Of survival and prosperity –
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the two modes in the crisis
The common experience for all in the Corona pandemic is probably that everything can change at any time. This also means that companies have a clear need to move and adapt quickly. Anyone who is now a C-Suite leader, i.e. sits at the top level of an entrepreneur’s hierarchy as CEO or CTO etc., and has to lead projects, employees and companies through the crisis, has no protocol and no standard process at his disposal.
When the context changes so radically, it is almost impossible to act in a correct and timely manner. Those who react too early can provoke panic reactions, those who act too late must expect other significant consequences. But in addition to making the right decisions in each situation, managers must now also address concerns and fears, create trust and help employees to achieve a kind of normality in which they can continue to function with confidence, be productive and, as far as possible, be satisfied.
The role of the C leadership is particularly in demand in times of insecurity and crisis, as people now implicitly or explicitly desire authority figures who give them security and point the way. And this in the most empathetic way possible, with a clear understanding of the current challenges and a convincing confidence that together we will successfully overcome the crisis and calmly plan the business for “afterwards”.
Whoever is currently C-Suite and has to navigate as a manager team, project and company through such unfamiliar times of crisis, on his way significant findings from evolutionary and brain research can help. We are talking about the two modes in a crisis: the survival mode and the growth mode – but one after the other.
The mode for survival
Man has evolutionarily developed into an artist of survival. He is equipped with a powerful mechanism that helps him to be almost perfectly prepared for extreme situations. After many thousands of years, this mechanism seems to have become part of our brain-body networks. One could imagine it as a survival channel, with a very powerful radar.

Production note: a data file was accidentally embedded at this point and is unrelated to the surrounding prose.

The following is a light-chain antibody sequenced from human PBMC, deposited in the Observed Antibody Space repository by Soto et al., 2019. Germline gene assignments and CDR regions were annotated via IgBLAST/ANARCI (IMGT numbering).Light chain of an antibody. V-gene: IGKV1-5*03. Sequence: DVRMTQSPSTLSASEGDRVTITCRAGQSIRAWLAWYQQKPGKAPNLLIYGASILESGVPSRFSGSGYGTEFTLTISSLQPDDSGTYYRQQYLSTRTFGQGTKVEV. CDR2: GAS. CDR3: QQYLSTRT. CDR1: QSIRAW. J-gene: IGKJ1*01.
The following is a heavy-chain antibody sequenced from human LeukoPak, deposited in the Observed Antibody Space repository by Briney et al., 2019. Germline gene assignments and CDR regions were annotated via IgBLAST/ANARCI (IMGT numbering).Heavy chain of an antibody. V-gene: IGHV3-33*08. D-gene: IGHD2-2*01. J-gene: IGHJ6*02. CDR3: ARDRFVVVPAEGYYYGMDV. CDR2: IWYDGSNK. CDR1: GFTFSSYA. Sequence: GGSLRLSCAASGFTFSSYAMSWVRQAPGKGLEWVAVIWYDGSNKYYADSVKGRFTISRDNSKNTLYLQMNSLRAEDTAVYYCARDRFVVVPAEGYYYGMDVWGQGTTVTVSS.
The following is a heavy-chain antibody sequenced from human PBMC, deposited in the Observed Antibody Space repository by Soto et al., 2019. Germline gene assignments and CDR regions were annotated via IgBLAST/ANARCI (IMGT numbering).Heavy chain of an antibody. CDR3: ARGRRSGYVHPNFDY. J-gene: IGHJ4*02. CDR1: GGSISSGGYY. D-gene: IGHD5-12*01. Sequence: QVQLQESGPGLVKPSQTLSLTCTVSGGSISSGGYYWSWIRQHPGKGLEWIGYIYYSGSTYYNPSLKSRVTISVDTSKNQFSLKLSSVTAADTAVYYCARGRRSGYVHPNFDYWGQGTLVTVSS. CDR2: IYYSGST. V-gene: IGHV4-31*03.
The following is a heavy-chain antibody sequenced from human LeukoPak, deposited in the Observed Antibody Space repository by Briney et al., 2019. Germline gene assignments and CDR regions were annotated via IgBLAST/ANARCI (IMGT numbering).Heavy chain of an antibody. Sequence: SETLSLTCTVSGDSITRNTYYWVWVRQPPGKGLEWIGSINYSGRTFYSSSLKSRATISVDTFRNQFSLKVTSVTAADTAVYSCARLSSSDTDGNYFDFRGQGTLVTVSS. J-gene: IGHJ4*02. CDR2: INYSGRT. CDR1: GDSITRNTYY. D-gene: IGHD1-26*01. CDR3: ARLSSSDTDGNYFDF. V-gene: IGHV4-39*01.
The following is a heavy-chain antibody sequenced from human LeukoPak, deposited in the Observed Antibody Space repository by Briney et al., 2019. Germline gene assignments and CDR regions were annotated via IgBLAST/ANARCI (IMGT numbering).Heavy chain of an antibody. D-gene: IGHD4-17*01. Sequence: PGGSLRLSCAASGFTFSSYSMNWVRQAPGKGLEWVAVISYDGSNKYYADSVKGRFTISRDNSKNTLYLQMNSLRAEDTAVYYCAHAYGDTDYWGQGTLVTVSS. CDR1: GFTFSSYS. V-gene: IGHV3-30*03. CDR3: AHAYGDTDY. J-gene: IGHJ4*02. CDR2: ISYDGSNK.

When the human survival radar detects something that it perceives as a threat, many things happen very quickly. Chemical signals shoot out into our bodies to prepare us for “flight or fight”. Our minds switch to quick problem-solving mode and immediately focus on the source of the threat – and this happens fully automatically. What once developed as a mechanism against physical threats to our lives also takes effect when threats to our health, property, status, ego, psychological security and other aspects of our well-being arise. Whether a confrontation with the sabre-toothed tiger or a loss of status – the reactions that are set in motion are biologically identical.
This makes it understandable that the threats of the current pandemic crisis can provoke strong survival mode reactions, because it is a physical threat that is also invisible and that each individual cannot eliminate at first.
However, the powerful mechanism appears to work less perfectly when the human being cannot find a solution to the problem or is confronted with repeated threats, e.g. because messages and information keep appearing, which trigger the survival mode again and again. In this case, fighting and escape impulses can cancel each other out, which can lead to a standstill reaction, desperation, demotivation and complete inactivity. In companies in which the effects of corona appear particularly acute, this phenomenon must be expected, which is associated with, among other things, serious losses in productivity. At this point at the latest, C-level management must act and significantly reduce fears and anxieties.
How to counter constant survival mode triggers as a C-Suite leader
Of course there are real threats from the corona virus. But there are also perceived ones that do not have to be real, the effects of which can be prevented for a company. So, for now, Chiefs..:
Reduce threats by identifying and separating real and perceived threats